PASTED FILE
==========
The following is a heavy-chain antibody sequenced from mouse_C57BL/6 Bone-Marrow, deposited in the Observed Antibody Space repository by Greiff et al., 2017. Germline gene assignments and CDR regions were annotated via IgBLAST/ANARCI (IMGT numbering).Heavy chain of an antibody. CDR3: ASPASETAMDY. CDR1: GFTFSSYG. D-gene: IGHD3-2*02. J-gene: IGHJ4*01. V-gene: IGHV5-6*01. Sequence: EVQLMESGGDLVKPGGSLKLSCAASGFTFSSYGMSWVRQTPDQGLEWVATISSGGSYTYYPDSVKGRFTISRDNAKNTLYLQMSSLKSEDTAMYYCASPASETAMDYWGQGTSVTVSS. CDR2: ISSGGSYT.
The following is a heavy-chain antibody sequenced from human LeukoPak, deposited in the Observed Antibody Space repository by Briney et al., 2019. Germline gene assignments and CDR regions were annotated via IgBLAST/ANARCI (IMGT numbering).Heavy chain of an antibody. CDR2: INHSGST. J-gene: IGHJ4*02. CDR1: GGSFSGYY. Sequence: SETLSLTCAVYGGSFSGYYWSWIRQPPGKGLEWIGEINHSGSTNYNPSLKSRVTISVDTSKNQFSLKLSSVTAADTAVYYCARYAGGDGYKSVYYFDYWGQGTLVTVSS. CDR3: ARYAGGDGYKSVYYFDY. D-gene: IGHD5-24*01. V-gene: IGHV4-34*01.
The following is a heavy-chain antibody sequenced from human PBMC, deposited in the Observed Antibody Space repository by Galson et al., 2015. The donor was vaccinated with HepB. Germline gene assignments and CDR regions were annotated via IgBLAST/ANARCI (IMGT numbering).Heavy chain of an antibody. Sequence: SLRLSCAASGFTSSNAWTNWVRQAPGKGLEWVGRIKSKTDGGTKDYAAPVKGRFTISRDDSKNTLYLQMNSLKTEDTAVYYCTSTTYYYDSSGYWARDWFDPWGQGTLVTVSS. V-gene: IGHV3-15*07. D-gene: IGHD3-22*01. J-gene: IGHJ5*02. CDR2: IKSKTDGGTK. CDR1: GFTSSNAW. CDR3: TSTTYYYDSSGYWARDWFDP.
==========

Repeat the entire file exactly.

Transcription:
The following is a heavy-chain antibody sequenced from mouse_C57BL/6 Bone-Marrow, deposited in the Observed Antibody Space repository by Greiff et al., 2017. Germline gene assignments and CDR regions were annotated via IgBLAST/ANARCI (IMGT numbering).Heavy chain of an antibody. CDR3: ASPASETAMDY. CDR1: GFTFSSYG. D-gene: IGHD3-2*02. J-gene: IGHJ4*01. V-gene: IGHV5-6*01. Sequence: EVQLMESGGDLVKPGGSLKLSCAASGFTFSSYGMSWVRQTPDQGLEWVATISSGGSYTYYPDSVKGRFTISRDNAKNTLYLQMSSLKSEDTAMYYCASPASETAMDYWGQGTSVTVSS. CDR2: ISSGGSYT.
The following is a heavy-chain antibody sequenced from human LeukoPak, deposited in the Observed Antibody Space repository by Briney et al., 2019. Germline gene assignments and CDR regions were annotated via IgBLAST/ANARCI (IMGT numbering).Heavy chain of an antibody. CDR2: INHSGST. J-gene: IGHJ4*02. CDR1: GGSFSGYY. Sequence: SETLSLTCAVYGGSFSGYYWSWIRQPPGKGLEWIGEINHSGSTNYNPSLKSRVTISVDTSKNQFSLKLSSVTAADTAVYYCARYAGGDGYKSVYYFDYWGQGTLVTVSS. CDR3: ARYAGGDGYKSVYYFDY. D-gene: IGHD5-24*01. V-gene: IGHV4-34*01.
The following is a heavy-chain antibody sequenced from human PBMC, deposited in the Observed Antibody Space repository by Galson et al., 2015. The donor was vaccinated with HepB. Germline gene assignments and CDR regions were annotated via IgBLAST/ANARCI (IMGT numbering).Heavy chain of an antibody. Sequence: SLRLSCAASGFTSSNAWTNWVRQAPGKGLEWVGRIKSKTDGGTKDYAAPVKGRFTISRDDSKNTLYLQMNSLKTEDTAVYYCTSTTYYYDSSGYWARDWFDPWGQGTLVTVSS. V-gene: IGHV3-15*07. D-gene: IGHD3-22*01. J-gene: IGHJ5*02. CDR2: IKSKTDGGTK. CDR1: GFTSSNAW. CDR3: TSTTYYYDSSGYWARDWFDP.